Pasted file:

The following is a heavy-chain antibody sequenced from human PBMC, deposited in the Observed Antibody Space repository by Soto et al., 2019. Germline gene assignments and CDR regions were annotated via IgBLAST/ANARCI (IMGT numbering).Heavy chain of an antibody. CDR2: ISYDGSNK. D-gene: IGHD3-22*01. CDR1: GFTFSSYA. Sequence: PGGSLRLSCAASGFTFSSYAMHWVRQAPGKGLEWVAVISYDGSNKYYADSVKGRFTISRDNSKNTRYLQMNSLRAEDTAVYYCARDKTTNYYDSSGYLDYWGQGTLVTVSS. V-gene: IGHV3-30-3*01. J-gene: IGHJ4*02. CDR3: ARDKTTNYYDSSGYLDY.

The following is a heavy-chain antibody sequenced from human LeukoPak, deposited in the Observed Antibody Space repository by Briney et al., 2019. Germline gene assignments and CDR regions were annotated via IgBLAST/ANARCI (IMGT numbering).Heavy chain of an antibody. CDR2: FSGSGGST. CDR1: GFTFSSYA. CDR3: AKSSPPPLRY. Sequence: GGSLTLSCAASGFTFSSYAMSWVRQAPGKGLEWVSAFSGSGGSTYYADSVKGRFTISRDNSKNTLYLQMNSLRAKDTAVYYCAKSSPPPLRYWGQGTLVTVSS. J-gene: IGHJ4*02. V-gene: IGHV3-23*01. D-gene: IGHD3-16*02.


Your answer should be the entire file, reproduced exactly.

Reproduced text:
The following is a heavy-chain antibody sequenced from human PBMC, deposited in the Observed Antibody Space repository by Soto et al., 2019. Germline gene assignments and CDR regions were annotated via IgBLAST/ANARCI (IMGT numbering).Heavy chain of an antibody. CDR2: ISYDGSNK. D-gene: IGHD3-22*01. CDR1: GFTFSSYA. Sequence: PGGSLRLSCAASGFTFSSYAMHWVRQAPGKGLEWVAVISYDGSNKYYADSVKGRFTISRDNSKNTRYLQMNSLRAEDTAVYYCARDKTTNYYDSSGYLDYWGQGTLVTVSS. V-gene: IGHV3-30-3*01. J-gene: IGHJ4*02. CDR3: ARDKTTNYYDSSGYLDY.

The following is a heavy-chain antibody sequenced from human LeukoPak, deposited in the Observed Antibody Space repository by Briney et al., 2019. Germline gene assignments and CDR regions were annotated via IgBLAST/ANARCI (IMGT numbering).Heavy chain of an antibody. CDR2: FSGSGGST. CDR1: GFTFSSYA. CDR3: AKSSPPPLRY. Sequence: GGSLTLSCAASGFTFSSYAMSWVRQAPGKGLEWVSAFSGSGGSTYYADSVKGRFTISRDNSKNTLYLQMNSLRAKDTAVYYCAKSSPPPLRYWGQGTLVTVSS. J-gene: IGHJ4*02. V-gene: IGHV3-23*01. D-gene: IGHD3-16*02.